Witch hunt: Right wing now falsely claiming Hannah Rosenthal is an “anti-Israel lobbyist”

In the latest smear in the right-wing media's witch hunt against Obama administration “czars,” WorldNetDaily falsely claimed that State Department anti-Semitism envoy Hannah Rosenthal -- who has a long history of pro-Israel advocacy -- is an “anti-Israel lobbyist,” apparently because of her affiliation with J Street. WorldNetDaily also falsely claimed that in a statement she reportedly made more than seven years ago, Rosenthal “seemed to imply Israeli policies were to blame for anti-Semitism.”

J Street is a pro-Israel organization praised by Israeli president and opposition leader

Citing J Street role, WND falsely claimed Rosenthal is an “anti-Israel lobbyist.” Apparently referring to Rosenthal's role as one of more than 160 members of J Street's advisory council, WorldNetDaily ran its November 26 attack article -- written by Aaron Klein -- under the following headline:

Obama appoints anti-Israel lobbyist to anti-Semitism post

J Street pick hints Jewish state to blame for hatred against its people

J Street is “pro-Israel, pro-peace.” J Street is not, as WorldNetDaily suggested, an “anti-Israel” lobbying organization. Rather, J Street refers to itself as “the political arm of the pro-Israel, pro-peace movement” and states that it “represents Americans, primarily but not exclusively Jewish, who support Israel and its desire for security as the Jewish homeland, as well as the right of the Palestinians to a sovereign state of their own - two states living side-by-side in peace and security.” According to its website, “J Street advocates for American policies that, in our view, advance the national interests of the United States, as well as the long-term interests and security of the state of Israel.”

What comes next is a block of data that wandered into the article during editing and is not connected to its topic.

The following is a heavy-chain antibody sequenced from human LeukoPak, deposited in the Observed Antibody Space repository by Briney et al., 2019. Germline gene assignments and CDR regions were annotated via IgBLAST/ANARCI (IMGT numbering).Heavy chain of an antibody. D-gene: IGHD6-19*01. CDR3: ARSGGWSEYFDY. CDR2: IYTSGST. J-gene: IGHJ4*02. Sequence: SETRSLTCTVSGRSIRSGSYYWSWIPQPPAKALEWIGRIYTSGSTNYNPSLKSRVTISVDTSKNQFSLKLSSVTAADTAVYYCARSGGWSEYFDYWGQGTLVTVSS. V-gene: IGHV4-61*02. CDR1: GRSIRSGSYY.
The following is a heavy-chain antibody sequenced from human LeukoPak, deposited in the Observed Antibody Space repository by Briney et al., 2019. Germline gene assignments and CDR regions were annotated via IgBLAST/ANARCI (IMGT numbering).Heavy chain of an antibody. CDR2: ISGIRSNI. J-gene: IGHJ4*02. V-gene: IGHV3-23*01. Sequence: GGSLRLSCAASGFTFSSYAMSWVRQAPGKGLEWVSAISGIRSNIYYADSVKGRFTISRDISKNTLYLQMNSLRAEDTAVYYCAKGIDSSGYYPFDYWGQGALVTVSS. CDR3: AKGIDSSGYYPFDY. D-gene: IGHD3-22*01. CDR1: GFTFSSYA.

Israeli president Peres praised J Street. WorldNetDaily wrote: “Even the Israeli government has been distancing itself from J Street, with its ambassador to Washington, Michael Oren, refusing to attend its annual dinner last month. Israeli Embassy spokesman Yoni Peled told the Jerusalem Post his government has some 'concern over certain [J Street] policies that could impair Israel's interests.' ” WorldNetDaily did not note, however, that, as reported by Haaretz, Israeli president and former prime minister Shimon Peres sent J Street “a letter of congratulations on its activities.” According to Haaretz:

In his letter to J Street's executive director, Jeremy Ben-Ami, in response to an invitation to Peres to attend the gathering, the Israeli president wrote “While I am fully aware of the importance of your first national conference, regrettably my commitments prevent me from attending. However, I wish to congratulate you on your initiative to form a pro-Israeli-Palestinian and pro-Israeli-Arab peace organization, and the support you have garnered on behalf of this mission in the American political and Jewish communities arena is indeed impressive.”


In his letter, Peres also noted: “The Israel that stretches out its hand in peace is not only an Israel that addresses a geo-political reality and discharges its strategic interests: it is an Israel that acts according to the commands of the conscience and values of the Jewish People.” He concluded his letter by writing, “I wish the organizers and participants of this conference a successful and fruitful event.”

Kadima leader Livni praised J Street. The Jerusalem Post reported on October 23:

Two days after Israel's ambassador to the US declined an invitation to attend the dovish J Street's inaugural national conference, opposition leader Tzipi Livni sent a letter to the head of the organization on Wednesday, congratulating him on the event but saying that “unfortunately, my schedule does not allow me to take part in this event.”